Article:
# Weekly Papers on Quantum Foundations (27)

 上午9:14 | Miguel Ballesteros, Tristan Benoist, Martin Fraas, Jürg Fröhlich | quant-ph updates on arXiv.org

The phenomenon that a quantum particle propagating in a detector, such as a Wilson cloud chamber, leaves a track close to a classical trajectory is analyzed. We introduce an idealized quantum-mechanical model of a charged particle that is periodically illuminated by pulses of laser light resulting in repeated indirect measurements of the approximate position of the particle. For this model we present a mathematically rigorous analysis of the appearance of particle tracks, assuming that the Hamiltonian of the particle is quadratic in the position- and momentum operators, as for a freely moving particle or a harmonic oscillator.

 上午9:14 | Yoshifumi Nakata, Eyuri Wakakuwa, Masato Koashi | quant-ph updates on arXiv.org

Quantum information has shed new light on the black hole (BH) information paradox, revealing that, due to the information scrambling and entanglement, the information in a BH can be retrieved from the Hawking radiation far more quickly than expected. However, BHs in reality have symmetries, which hinders the information from being fully scrambled. Here, we study information leakage from a quantum uncharged rotating BH and clarify how symmetry affects the process of leakage. We especially show that symmetry induces a \emph{delay} in the onset of information leakage and \emph{information remnant} that lingers for. The delay turns out to be related to the thermodynamic properties of the underlying model of the BH, bridging the information problem to the BH thermodynamics, while the information remnant is dominated by the symmetry-breaking of the BH. Our analysis thus unveils non-trivial connections between the information leakage problem and the macroscopic BH physics.

In this work we attempt to confront the orthodox widespread claim present in the foundational literature of Quantum Mechanics (QM) according to which ‘superpositions are never actually observed in the lab’. In order to do so, we begin by providing a critical analysis of the famous measurement problem which, we will argue, was originated by the strict application of the empirical-positivist requirements to subsume the quantum formalism under their specific understanding of ‘theory’. In this context, the ad hoc introduction of the projection postulate (or measurement rule) can be understood as a necessary requirement coming from a naive empiricist standpoint which presupposes that observations are self evident givens of “common sense” experience –independent of metaphysical (categorical) presuppositions. We then turn our attention to two “non-collapse” interpretations of QM –namely, modal and many worlds– which even though deny that the “collapse” is a real physical process anyhow retain the measurement rule as a necessary element of the theory. In contraposition, following Einstein’s claim according to which “it is only the theory which decides what can be observed”, we propose a return to the realist representational understanding of ‘physical theories’ in which ‘observation’ is considered as derived from theoretical presuppositions. It is from this standpoint that we discuss a new non-classical conceptual representation which allows us to understand quantum phenomena in an intuitive (anschaulicht) manner. Leaving behind the projection postulate, we discuss the general physical conditions for measuring and observing quantum superpositions.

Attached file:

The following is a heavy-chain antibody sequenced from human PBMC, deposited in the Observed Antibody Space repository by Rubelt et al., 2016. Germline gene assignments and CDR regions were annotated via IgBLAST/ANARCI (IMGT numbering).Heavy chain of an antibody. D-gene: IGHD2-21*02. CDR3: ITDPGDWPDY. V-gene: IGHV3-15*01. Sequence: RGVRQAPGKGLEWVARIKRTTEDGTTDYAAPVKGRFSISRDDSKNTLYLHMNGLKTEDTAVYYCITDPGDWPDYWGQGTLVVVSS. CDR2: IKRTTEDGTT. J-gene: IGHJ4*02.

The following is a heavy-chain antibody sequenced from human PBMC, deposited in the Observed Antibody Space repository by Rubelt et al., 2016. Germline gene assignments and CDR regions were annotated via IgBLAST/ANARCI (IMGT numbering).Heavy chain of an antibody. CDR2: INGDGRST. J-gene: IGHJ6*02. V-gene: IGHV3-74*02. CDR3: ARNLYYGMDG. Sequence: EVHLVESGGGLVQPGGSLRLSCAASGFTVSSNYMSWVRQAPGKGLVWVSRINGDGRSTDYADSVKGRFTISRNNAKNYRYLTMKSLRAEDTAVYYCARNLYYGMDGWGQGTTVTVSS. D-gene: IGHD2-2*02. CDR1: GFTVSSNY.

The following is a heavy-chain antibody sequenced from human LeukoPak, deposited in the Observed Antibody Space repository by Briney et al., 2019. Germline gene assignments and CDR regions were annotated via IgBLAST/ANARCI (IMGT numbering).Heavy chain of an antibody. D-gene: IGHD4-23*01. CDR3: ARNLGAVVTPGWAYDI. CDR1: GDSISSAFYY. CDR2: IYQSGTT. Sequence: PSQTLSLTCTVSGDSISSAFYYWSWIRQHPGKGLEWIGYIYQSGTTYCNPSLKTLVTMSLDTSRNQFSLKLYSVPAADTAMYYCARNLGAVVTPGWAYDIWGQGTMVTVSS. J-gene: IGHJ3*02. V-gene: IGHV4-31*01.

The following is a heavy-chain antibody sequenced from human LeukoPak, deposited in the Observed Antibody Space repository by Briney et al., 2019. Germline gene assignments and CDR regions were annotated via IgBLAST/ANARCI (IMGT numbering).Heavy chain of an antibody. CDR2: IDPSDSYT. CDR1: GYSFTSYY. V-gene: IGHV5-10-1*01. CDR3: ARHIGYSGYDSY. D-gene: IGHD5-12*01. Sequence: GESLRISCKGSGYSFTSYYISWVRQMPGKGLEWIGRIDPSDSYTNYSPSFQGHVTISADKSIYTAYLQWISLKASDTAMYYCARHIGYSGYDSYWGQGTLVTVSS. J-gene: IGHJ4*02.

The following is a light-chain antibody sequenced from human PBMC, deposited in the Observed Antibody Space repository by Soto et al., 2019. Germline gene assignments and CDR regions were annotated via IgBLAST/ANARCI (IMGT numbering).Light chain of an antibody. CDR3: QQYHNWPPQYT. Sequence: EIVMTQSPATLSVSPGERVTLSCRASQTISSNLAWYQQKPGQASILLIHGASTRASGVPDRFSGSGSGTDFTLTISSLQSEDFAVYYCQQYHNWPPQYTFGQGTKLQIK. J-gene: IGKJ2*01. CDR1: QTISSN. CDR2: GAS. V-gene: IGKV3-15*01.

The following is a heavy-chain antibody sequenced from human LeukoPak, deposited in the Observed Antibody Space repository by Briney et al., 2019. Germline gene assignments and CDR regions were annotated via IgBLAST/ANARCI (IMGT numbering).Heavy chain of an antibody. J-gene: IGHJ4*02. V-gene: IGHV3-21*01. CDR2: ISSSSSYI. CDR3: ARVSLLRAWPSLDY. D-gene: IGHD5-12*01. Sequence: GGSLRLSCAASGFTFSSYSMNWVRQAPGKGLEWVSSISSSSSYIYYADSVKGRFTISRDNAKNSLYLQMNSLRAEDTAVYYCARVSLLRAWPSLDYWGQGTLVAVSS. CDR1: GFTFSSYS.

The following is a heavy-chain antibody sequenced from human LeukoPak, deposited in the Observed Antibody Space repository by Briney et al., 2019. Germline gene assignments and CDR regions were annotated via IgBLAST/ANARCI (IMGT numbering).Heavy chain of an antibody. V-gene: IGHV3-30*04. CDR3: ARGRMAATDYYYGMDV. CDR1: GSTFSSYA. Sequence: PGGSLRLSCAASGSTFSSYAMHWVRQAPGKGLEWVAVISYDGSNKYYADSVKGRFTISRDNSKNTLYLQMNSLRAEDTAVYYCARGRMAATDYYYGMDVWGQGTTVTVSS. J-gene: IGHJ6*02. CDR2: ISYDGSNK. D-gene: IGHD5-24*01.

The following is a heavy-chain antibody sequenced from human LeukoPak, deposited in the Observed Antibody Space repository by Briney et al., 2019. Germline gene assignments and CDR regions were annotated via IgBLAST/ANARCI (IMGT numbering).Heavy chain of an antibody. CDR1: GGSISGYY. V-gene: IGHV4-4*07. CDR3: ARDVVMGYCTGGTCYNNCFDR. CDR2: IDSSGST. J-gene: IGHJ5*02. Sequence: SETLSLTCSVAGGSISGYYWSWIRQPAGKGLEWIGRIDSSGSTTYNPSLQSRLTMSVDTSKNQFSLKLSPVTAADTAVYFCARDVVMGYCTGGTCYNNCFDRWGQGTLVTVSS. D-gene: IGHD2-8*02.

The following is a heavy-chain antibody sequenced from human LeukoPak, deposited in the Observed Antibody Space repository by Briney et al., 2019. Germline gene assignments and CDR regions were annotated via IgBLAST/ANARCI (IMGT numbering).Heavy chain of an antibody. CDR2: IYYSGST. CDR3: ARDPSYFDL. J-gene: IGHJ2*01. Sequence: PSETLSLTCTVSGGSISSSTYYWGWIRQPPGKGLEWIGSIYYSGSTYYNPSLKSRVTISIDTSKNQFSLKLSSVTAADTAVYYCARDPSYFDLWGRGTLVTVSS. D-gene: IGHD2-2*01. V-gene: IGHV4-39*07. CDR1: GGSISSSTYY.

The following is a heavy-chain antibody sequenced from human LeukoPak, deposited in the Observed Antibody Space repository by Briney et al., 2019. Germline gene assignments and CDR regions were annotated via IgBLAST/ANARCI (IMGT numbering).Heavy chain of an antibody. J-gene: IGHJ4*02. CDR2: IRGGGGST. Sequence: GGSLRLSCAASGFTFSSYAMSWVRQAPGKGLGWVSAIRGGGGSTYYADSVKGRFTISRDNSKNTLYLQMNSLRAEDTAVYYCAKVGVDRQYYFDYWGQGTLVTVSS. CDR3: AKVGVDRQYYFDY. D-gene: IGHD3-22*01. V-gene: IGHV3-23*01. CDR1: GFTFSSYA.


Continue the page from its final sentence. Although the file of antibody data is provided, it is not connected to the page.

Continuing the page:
上午9:14 | Armin Tavakoli, Marek Żukowski, Časlav Brukner | quant-ph updates on arXiv.org

Quantum correlations which violate a Bell inequality are presumed to power better-than-classical protocols for solving communication complexity problems (CCPs). How general is this statement? We show that violations of correlation-type Bell inequalities allow advantages in CCPs, when communication protocols are tailored to emulate the Bell no-signaling constraint (by not communicating measurement settings). Abandonment of this restriction on classical models allows us to disprove the main result of, inter alia, [Brukner et. al., Phys Rev. Lett. 89, 197901 (2002)]; we show that quantum correlations obtained from these communication strategies assisted by a small quantum violation of the CGLMP Bell inequalities do not imply advantages in any CCP in the input/output scenario considered in the reference. More generally, we show that there exists quantum correlations, with nontrivial local marginal probabilities, which violate the $I_{3322}$ Bell inequality, but do not enable a quantum advantange in any CCP, regardless of the communication strategy employed in the quantum protocol, for a scenario with a fixed number of inputs and outputs

 上午9:14 | Eddy Keming Chen | quant-ph updates on arXiv.org

In this short survey article, I discuss Bell’s theorem and some strategies that attempt to avoid the conclusion of non-locality. I focus on two that intersect with the philosophy of probability: (1) quantum probabilities and (2) superdeterminism. The issues they raised not only apply to a wide class of no-go theorems about quantum mechanics but are also of general philosophical interest.

Authors: Beth Parks

Barriers to women’s education and employment in Europe and the U.S. in the nineteenth century made it unlikely that any women would be among the few physicists whose ideas are taught in high school and college courses. This paper explores the social settings in which three influential physicists worked–James Clerk Maxwell, Robert Millikan, and Albert Einstein–to better understand the limited opportunities available to women. By acknowledging and explaining why there weren’t more women among these founding physicists, instructors may help students understand the barriers that still exist and feel more empowered to overcome them and pursue physics as a career.